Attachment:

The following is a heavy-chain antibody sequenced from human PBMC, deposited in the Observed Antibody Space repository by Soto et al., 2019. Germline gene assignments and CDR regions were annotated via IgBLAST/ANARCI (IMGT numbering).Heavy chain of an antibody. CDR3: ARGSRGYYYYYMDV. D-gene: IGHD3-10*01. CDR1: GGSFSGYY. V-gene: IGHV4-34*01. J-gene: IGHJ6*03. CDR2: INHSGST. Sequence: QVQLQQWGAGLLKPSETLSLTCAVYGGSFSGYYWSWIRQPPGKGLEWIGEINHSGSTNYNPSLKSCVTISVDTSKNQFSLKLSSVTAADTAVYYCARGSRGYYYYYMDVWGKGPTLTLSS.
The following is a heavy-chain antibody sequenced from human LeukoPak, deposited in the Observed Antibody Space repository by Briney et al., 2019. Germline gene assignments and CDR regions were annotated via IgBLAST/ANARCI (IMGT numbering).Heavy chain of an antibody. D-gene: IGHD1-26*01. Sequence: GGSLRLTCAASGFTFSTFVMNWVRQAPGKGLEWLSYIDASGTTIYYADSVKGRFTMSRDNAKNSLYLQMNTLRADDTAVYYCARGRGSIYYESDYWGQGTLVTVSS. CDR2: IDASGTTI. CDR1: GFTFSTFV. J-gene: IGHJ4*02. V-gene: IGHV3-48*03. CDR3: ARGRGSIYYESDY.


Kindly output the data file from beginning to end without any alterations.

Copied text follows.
The following is a heavy-chain antibody sequenced from human PBMC, deposited in the Observed Antibody Space repository by Soto et al., 2019. Germline gene assignments and CDR regions were annotated via IgBLAST/ANARCI (IMGT numbering).Heavy chain of an antibody. CDR3: ARGSRGYYYYYMDV. D-gene: IGHD3-10*01. CDR1: GGSFSGYY. V-gene: IGHV4-34*01. J-gene: IGHJ6*03. CDR2: INHSGST. Sequence: QVQLQQWGAGLLKPSETLSLTCAVYGGSFSGYYWSWIRQPPGKGLEWIGEINHSGSTNYNPSLKSCVTISVDTSKNQFSLKLSSVTAADTAVYYCARGSRGYYYYYMDVWGKGPTLTLSS.
The following is a heavy-chain antibody sequenced from human LeukoPak, deposited in the Observed Antibody Space repository by Briney et al., 2019. Germline gene assignments and CDR regions were annotated via IgBLAST/ANARCI (IMGT numbering).Heavy chain of an antibody. D-gene: IGHD1-26*01. Sequence: GGSLRLTCAASGFTFSTFVMNWVRQAPGKGLEWLSYIDASGTTIYYADSVKGRFTMSRDNAKNSLYLQMNTLRADDTAVYYCARGRGSIYYESDYWGQGTLVTVSS. CDR2: IDASGTTI. CDR1: GFTFSTFV. J-gene: IGHJ4*02. V-gene: IGHV3-48*03. CDR3: ARGRGSIYYESDY.